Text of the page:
I wanna thank all my fans , friends and family for all the support , You guys mean more to me than u know.— Edward Alvarez (@Ealvarezfight) January 7, 2013
@nsmit16 not sure how long that would takea year maybe more— Edward Alvarez (@Ealvarezfight) January 7, 2013
@cagefanatic hahaa Loyalty , I wish I knew what that was I used to beleive in that until I found out aboutt the under belly of promotions— Edward Alvarez (@Ealvarezfight) January 7, 2013
@jaymo_d not sure I can even play fight with my kids lol— Edward Alvarez (@Ealvarezfight) January 7, 2013
@mmadammartin horrified but I beleive the truth always prevails and in this situation all should work out.— Edward Alvarez (@Ealvarezfight) January 7, 2013
THE 2013 FAN-VOTED JOBE AWARDS
Welcome ladies and gentlemen. Thank you for attending The 2nd Annual #JobeAwards !! Let's get this show started ...— Joseph Benavidez (@JoeJitsu) January 7, 2013
Day 1 of the 2nd Annual #JobeAwards has been great!Because of football,we will commence tomorrow.Same time,same channel!Your WelcomeJoe B— Joseph Benavidez (@JoeJitsu) January 8, 2013
Josh Barnett (@JoshLBarnett) January 5, 2013
NOT THE ONLY ONE
Brian Stann (@BrianStann) January 6, 2013
JEBEDIAH WILL NOT BE PLEASED
The folks on Amish mafia seen a little slow and possibly inbred.Guess its ok to talk shit about them on twitter cus they will never know— Forrest Griffin (@ForrestGriffin) January 7, 2013
Jeff Monson (@JeffMonson) January 8, 2013
Joe Lauzon (@JoeLauzon) January 7, 2013
Announced yesterday (Monday, January 7, 2013):
- UFC 158: Yves Jabouin (18-8) vs. Johnny Eduardo (26-9)
- Bellator 91: Christian M'Pumbu (18-4-1) vs. Attila Vegh (28-4-2) for light heavyweight title
FANPOST OF THE DAY
Today's Fanpost of the Day comes fromcyborg73, who switches things up with: Why Rich "Ace" Franklin Belongs in the UFC Hall of Fame
Any follower of the UFC's history will have their personal picks as to who should be inducted into the UFC Hall of Fame. But what, exactly, is the criteria necessary for such an induction? Bear with me as I break it down in the case of Ace.
Longevity. When Franklin burst onto the scene in the UFC in 2003, he immediately made an impact by soundly defeating the very tough Evan Tanner. He would go on for the next nine years compiling an impressive win/loss record that, as of this writing, stands at 29-7-0 -1NC. He has competed in two weight classes, Middleweight and Light-Heavyweight. He also had a stint as a coach on Season 2 of the Ultimate Fighter. Although never known as a "box office draw", his drawing power did have some life to it, and today, at 38 years old, Franklin continues to remain in peak physical fighting condition, and is still one of the most well-rounded fighters in the UFC. He shows little, if any, signs of physically slowing down.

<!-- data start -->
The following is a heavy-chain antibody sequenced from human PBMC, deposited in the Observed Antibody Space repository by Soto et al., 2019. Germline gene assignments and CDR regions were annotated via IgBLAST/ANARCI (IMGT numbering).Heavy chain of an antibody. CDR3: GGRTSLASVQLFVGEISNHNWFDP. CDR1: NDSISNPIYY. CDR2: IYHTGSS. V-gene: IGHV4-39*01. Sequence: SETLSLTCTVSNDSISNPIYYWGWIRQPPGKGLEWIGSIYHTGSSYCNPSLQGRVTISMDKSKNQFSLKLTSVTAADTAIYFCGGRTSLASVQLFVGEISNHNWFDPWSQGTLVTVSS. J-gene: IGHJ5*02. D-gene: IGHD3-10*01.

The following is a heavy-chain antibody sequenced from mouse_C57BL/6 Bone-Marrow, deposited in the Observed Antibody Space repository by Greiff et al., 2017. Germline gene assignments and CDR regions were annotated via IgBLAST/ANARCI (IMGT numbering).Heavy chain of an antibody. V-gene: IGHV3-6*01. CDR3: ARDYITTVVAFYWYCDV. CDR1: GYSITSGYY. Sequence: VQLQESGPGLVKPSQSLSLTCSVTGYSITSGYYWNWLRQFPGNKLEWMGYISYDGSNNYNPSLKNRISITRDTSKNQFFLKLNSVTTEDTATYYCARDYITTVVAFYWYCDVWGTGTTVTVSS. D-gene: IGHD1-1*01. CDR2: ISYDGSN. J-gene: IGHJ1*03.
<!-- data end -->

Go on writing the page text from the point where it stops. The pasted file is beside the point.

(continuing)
Former Title Holder. In 2005, barely five years into his career, Franklin captured the Middleweight title, and would go on to defend the belt successfully on two occasions against two worthy opponents, Nate Quarry and David Loiseau. Franklin reigned as champ for sixteen months, and had Anderson Silva not existed (we all know what happened from there), who knows just how long Franklin could have reigned as champion. There is nothing wrong with losing to Anderson. Everyone else has.
Resume of Opponents. Franklin has fought the who's who of opponents in his career, some of whom are either future Hall of Famers themselves, or are already in. Most notably, Franklin will forever be remembered as the man that ended the Hall of Fame career of Chuck Liddell via first round KO, and doing it with a broken arm sustained in the fight. He has also fought such legends as Dan Henderson, Wanderlei Silva (twice), Lyoto Machida (albeit outside of UFC), Ken Shamrock, Vitor Belfort (although losing via very controversial KO), Forrest Griffin, Cung Le and as mentioned earlier, Anderson Silva. I would highly doubt that the list will end there by the time Franklin calls it a career.
Model Employee. I could attribute this one to a number of factors. First, Franklin has never backed out of a fight due to injury or lack of preparation, and has also never failed to make weight for any fight. Most importantly, and I know that this next one has been pointed out repeatedly in the past, Franklin has, on three occasions (to the best of my knowledge) stepped in and took a fight as a last-minute replacement. Fighters like that are hard to come by, and Dana and the Fertittas will surely miss him when he is gone.
Whether or not the casual fan believes that Franklin is past his prime and should call it a career, his years of contributions to the UFC are undeniable. I truly believe that Rich "Ace" Franklin is a lock to be inducted into the UFC Hall of Fame upon his retirement, which I hope he is NOT ready for yet.
Found something you'd like to see in the Morning Report? Just hit me on Twitter @shaunalshatti and we'll include it in tomorrow's column.